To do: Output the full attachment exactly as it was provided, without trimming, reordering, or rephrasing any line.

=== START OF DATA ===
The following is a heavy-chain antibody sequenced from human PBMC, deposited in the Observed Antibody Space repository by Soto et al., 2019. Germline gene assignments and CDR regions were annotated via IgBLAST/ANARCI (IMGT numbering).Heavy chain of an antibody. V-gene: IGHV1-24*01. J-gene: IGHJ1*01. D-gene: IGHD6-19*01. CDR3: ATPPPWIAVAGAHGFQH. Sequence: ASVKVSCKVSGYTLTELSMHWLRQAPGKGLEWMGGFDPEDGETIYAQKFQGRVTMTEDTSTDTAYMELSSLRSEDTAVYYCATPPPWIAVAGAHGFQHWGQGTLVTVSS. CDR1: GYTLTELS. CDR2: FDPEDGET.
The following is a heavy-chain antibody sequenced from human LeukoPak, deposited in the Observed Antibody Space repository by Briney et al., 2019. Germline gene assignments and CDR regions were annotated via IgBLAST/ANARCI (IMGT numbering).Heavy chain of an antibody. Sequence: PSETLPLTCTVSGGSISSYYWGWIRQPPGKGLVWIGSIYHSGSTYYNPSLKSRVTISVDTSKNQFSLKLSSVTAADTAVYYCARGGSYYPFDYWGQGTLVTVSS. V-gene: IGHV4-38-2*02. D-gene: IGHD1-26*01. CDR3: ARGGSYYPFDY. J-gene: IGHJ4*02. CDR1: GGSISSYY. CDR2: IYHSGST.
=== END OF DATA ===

The following is a heavy-chain antibody sequenced from human PBMC, deposited in the Observed Antibody Space repository by Soto et al., 2019. Germline gene assignments and CDR regions were annotated via IgBLAST/ANARCI (IMGT numbering).Heavy chain of an antibody. V-gene: IGHV1-24*01. J-gene: IGHJ1*01. D-gene: IGHD6-19*01. CDR3: ATPPPWIAVAGAHGFQH. Sequence: ASVKVSCKVSGYTLTELSMHWLRQAPGKGLEWMGGFDPEDGETIYAQKFQGRVTMTEDTSTDTAYMELSSLRSEDTAVYYCATPPPWIAVAGAHGFQHWGQGTLVTVSS. CDR1: GYTLTELS. CDR2: FDPEDGET.
The following is a heavy-chain antibody sequenced from human LeukoPak, deposited in the Observed Antibody Space repository by Briney et al., 2019. Germline gene assignments and CDR regions were annotated via IgBLAST/ANARCI (IMGT numbering).Heavy chain of an antibody. Sequence: PSETLPLTCTVSGGSISSYYWGWIRQPPGKGLVWIGSIYHSGSTYYNPSLKSRVTISVDTSKNQFSLKLSSVTAADTAVYYCARGGSYYPFDYWGQGTLVTVSS. V-gene: IGHV4-38-2*02. D-gene: IGHD1-26*01. CDR3: ARGGSYYPFDY. J-gene: IGHJ4*02. CDR1: GGSISSYY. CDR2: IYHSGST.